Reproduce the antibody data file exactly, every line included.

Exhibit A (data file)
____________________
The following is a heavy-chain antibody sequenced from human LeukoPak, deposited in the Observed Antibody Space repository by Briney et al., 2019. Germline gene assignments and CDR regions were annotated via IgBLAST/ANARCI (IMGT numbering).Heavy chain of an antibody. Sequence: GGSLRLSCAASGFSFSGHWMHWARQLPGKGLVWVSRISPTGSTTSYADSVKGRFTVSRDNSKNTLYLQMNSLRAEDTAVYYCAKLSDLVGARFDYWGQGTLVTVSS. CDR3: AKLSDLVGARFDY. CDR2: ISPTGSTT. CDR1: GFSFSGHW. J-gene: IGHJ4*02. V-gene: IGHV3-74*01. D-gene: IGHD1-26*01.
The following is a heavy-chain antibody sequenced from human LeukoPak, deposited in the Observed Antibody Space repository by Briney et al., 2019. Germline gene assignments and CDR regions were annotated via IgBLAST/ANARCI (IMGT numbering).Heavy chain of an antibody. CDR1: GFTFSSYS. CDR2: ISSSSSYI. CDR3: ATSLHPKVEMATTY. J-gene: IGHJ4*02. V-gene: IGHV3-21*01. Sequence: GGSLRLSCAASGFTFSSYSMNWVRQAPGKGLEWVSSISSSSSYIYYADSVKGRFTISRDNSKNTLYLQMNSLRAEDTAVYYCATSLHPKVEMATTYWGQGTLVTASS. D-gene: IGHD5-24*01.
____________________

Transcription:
The following is a heavy-chain antibody sequenced from human LeukoPak, deposited in the Observed Antibody Space repository by Briney et al., 2019. Germline gene assignments and CDR regions were annotated via IgBLAST/ANARCI (IMGT numbering).Heavy chain of an antibody. Sequence: GGSLRLSCAASGFSFSGHWMHWARQLPGKGLVWVSRISPTGSTTSYADSVKGRFTVSRDNSKNTLYLQMNSLRAEDTAVYYCAKLSDLVGARFDYWGQGTLVTVSS. CDR3: AKLSDLVGARFDY. CDR2: ISPTGSTT. CDR1: GFSFSGHW. J-gene: IGHJ4*02. V-gene: IGHV3-74*01. D-gene: IGHD1-26*01.
The following is a heavy-chain antibody sequenced from human LeukoPak, deposited in the Observed Antibody Space repository by Briney et al., 2019. Germline gene assignments and CDR regions were annotated via IgBLAST/ANARCI (IMGT numbering).Heavy chain of an antibody. CDR1: GFTFSSYS. CDR2: ISSSSSYI. CDR3: ATSLHPKVEMATTY. J-gene: IGHJ4*02. V-gene: IGHV3-21*01. Sequence: GGSLRLSCAASGFTFSSYSMNWVRQAPGKGLEWVSSISSSSSYIYYADSVKGRFTISRDNSKNTLYLQMNSLRAEDTAVYYCATSLHPKVEMATTYWGQGTLVTASS. D-gene: IGHD5-24*01.